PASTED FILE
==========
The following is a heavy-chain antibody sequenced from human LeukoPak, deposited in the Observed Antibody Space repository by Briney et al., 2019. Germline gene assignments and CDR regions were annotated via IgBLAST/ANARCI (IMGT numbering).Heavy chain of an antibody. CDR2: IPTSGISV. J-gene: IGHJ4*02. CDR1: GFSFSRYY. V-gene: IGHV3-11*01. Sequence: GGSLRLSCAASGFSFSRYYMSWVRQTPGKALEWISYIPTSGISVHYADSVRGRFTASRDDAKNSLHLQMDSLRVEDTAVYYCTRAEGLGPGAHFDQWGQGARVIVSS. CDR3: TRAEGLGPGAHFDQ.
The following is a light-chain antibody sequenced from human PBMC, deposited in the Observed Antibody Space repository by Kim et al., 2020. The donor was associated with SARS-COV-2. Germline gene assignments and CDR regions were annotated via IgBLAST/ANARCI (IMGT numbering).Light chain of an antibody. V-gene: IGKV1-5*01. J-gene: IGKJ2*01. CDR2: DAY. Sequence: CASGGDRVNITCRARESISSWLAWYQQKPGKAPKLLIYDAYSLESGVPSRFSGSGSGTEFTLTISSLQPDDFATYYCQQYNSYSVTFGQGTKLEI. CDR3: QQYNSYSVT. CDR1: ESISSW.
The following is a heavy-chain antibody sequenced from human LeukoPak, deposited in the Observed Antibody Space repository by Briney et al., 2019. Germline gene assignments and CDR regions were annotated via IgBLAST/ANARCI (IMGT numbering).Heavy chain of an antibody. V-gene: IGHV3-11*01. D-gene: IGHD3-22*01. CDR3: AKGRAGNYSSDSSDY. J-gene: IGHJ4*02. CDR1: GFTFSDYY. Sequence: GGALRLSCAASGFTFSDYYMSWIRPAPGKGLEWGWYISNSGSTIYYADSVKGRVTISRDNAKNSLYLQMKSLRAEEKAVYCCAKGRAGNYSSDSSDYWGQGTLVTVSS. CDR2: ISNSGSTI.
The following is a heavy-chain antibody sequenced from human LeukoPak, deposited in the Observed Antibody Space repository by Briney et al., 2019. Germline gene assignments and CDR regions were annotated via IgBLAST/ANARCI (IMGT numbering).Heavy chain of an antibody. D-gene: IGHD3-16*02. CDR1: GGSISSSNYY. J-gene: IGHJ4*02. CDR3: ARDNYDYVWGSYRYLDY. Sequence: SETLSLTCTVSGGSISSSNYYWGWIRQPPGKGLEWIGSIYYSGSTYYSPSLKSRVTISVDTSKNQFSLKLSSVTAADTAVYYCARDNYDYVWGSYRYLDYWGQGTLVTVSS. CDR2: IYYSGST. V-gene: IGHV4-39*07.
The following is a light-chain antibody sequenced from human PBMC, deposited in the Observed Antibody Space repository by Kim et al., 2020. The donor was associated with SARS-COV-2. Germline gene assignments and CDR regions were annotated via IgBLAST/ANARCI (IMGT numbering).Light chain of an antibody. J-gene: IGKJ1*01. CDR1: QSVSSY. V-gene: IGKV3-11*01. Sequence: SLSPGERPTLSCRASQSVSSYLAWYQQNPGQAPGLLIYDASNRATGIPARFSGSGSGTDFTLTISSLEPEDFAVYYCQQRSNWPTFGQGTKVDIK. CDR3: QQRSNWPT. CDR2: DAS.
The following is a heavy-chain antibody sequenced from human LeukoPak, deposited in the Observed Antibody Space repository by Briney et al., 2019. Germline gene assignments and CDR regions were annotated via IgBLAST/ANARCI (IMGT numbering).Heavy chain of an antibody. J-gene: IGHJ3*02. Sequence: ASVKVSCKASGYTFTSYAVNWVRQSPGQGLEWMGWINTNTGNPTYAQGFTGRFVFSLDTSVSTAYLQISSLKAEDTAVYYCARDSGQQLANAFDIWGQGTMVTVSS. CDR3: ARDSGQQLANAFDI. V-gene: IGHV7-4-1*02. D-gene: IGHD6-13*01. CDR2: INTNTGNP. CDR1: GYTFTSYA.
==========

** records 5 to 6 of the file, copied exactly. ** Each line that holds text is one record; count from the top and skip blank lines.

The following is a light-chain antibody sequenced from human PBMC, deposited in the Observed Antibody Space repository by Kim et al., 2020. The donor was associated with SARS-COV-2. Germline gene assignments and CDR regions were annotated via IgBLAST/ANARCI (IMGT numbering).Light chain of an antibody. J-gene: IGKJ1*01. CDR1: QSVSSY. V-gene: IGKV3-11*01. Sequence: SLSPGERPTLSCRASQSVSSYLAWYQQNPGQAPGLLIYDASNRATGIPARFSGSGSGTDFTLTISSLEPEDFAVYYCQQRSNWPTFGQGTKVDIK. CDR3: QQRSNWPT. CDR2: DAS.
The following is a heavy-chain antibody sequenced from human LeukoPak, deposited in the Observed Antibody Space repository by Briney et al., 2019. Germline gene assignments and CDR regions were annotated via IgBLAST/ANARCI (IMGT numbering).Heavy chain of an antibody. J-gene: IGHJ3*02. Sequence: ASVKVSCKASGYTFTSYAVNWVRQSPGQGLEWMGWINTNTGNPTYAQGFTGRFVFSLDTSVSTAYLQISSLKAEDTAVYYCARDSGQQLANAFDIWGQGTMVTVSS. CDR3: ARDSGQQLANAFDI. V-gene: IGHV7-4-1*02. D-gene: IGHD6-13*01. CDR2: INTNTGNP. CDR1: GYTFTSYA.